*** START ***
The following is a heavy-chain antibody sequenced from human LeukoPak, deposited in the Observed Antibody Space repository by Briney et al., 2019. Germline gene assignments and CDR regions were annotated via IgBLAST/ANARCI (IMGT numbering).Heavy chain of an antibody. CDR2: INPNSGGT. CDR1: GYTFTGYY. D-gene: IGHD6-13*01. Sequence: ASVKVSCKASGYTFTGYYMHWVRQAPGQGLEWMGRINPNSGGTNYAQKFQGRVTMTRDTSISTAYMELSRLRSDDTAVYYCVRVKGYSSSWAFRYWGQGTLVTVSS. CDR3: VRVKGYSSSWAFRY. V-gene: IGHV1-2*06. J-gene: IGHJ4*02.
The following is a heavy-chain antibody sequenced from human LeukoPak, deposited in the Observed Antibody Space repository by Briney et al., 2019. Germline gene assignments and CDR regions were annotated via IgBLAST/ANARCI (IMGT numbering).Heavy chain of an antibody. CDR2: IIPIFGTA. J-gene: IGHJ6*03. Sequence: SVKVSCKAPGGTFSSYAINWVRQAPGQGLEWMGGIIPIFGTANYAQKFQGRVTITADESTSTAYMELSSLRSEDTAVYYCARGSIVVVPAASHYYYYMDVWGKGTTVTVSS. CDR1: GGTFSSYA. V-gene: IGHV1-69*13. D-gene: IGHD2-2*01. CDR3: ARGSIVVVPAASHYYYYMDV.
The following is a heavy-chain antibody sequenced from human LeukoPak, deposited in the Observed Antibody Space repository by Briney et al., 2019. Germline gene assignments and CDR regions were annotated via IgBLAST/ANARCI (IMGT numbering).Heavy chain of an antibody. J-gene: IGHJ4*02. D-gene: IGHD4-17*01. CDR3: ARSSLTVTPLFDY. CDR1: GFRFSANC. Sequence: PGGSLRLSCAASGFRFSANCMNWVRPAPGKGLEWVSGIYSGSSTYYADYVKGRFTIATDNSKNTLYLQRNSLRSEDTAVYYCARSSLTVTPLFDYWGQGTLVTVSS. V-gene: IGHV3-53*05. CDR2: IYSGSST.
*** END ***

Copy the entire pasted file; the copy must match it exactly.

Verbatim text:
The following is a heavy-chain antibody sequenced from human LeukoPak, deposited in the Observed Antibody Space repository by Briney et al., 2019. Germline gene assignments and CDR regions were annotated via IgBLAST/ANARCI (IMGT numbering).Heavy chain of an antibody. CDR2: INPNSGGT. CDR1: GYTFTGYY. D-gene: IGHD6-13*01. Sequence: ASVKVSCKASGYTFTGYYMHWVRQAPGQGLEWMGRINPNSGGTNYAQKFQGRVTMTRDTSISTAYMELSRLRSDDTAVYYCVRVKGYSSSWAFRYWGQGTLVTVSS. CDR3: VRVKGYSSSWAFRY. V-gene: IGHV1-2*06. J-gene: IGHJ4*02.
The following is a heavy-chain antibody sequenced from human LeukoPak, deposited in the Observed Antibody Space repository by Briney et al., 2019. Germline gene assignments and CDR regions were annotated via IgBLAST/ANARCI (IMGT numbering).Heavy chain of an antibody. CDR2: IIPIFGTA. J-gene: IGHJ6*03. Sequence: SVKVSCKAPGGTFSSYAINWVRQAPGQGLEWMGGIIPIFGTANYAQKFQGRVTITADESTSTAYMELSSLRSEDTAVYYCARGSIVVVPAASHYYYYMDVWGKGTTVTVSS. CDR1: GGTFSSYA. V-gene: IGHV1-69*13. D-gene: IGHD2-2*01. CDR3: ARGSIVVVPAASHYYYYMDV.
The following is a heavy-chain antibody sequenced from human LeukoPak, deposited in the Observed Antibody Space repository by Briney et al., 2019. Germline gene assignments and CDR regions were annotated via IgBLAST/ANARCI (IMGT numbering).Heavy chain of an antibody. J-gene: IGHJ4*02. D-gene: IGHD4-17*01. CDR3: ARSSLTVTPLFDY. CDR1: GFRFSANC. Sequence: PGGSLRLSCAASGFRFSANCMNWVRPAPGKGLEWVSGIYSGSSTYYADYVKGRFTIATDNSKNTLYLQRNSLRSEDTAVYYCARSSLTVTPLFDYWGQGTLVTVSS. V-gene: IGHV3-53*05. CDR2: IYSGSST.